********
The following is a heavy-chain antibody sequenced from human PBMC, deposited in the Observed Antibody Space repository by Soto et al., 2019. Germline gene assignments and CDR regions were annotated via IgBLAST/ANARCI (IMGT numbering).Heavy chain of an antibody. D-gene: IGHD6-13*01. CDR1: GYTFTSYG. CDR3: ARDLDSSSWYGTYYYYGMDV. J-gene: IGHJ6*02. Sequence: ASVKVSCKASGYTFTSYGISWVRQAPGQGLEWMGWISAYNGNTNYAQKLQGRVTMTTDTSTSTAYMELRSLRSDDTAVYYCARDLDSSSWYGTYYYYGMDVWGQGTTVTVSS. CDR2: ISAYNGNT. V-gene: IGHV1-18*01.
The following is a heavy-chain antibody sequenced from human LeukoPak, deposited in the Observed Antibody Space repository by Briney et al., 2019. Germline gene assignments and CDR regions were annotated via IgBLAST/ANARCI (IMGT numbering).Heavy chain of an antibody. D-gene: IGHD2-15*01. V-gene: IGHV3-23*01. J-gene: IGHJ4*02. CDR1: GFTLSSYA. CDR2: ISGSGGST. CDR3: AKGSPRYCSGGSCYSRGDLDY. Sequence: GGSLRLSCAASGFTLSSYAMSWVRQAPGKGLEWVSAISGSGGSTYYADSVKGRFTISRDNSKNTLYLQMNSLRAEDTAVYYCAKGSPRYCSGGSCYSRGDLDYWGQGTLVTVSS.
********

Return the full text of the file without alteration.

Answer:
The following is a heavy-chain antibody sequenced from human PBMC, deposited in the Observed Antibody Space repository by Soto et al., 2019. Germline gene assignments and CDR regions were annotated via IgBLAST/ANARCI (IMGT numbering).Heavy chain of an antibody. D-gene: IGHD6-13*01. CDR1: GYTFTSYG. CDR3: ARDLDSSSWYGTYYYYGMDV. J-gene: IGHJ6*02. Sequence: ASVKVSCKASGYTFTSYGISWVRQAPGQGLEWMGWISAYNGNTNYAQKLQGRVTMTTDTSTSTAYMELRSLRSDDTAVYYCARDLDSSSWYGTYYYYGMDVWGQGTTVTVSS. CDR2: ISAYNGNT. V-gene: IGHV1-18*01.
The following is a heavy-chain antibody sequenced from human LeukoPak, deposited in the Observed Antibody Space repository by Briney et al., 2019. Germline gene assignments and CDR regions were annotated via IgBLAST/ANARCI (IMGT numbering).Heavy chain of an antibody. D-gene: IGHD2-15*01. V-gene: IGHV3-23*01. J-gene: IGHJ4*02. CDR1: GFTLSSYA. CDR2: ISGSGGST. CDR3: AKGSPRYCSGGSCYSRGDLDY. Sequence: GGSLRLSCAASGFTLSSYAMSWVRQAPGKGLEWVSAISGSGGSTYYADSVKGRFTISRDNSKNTLYLQMNSLRAEDTAVYYCAKGSPRYCSGGSCYSRGDLDYWGQGTLVTVSS.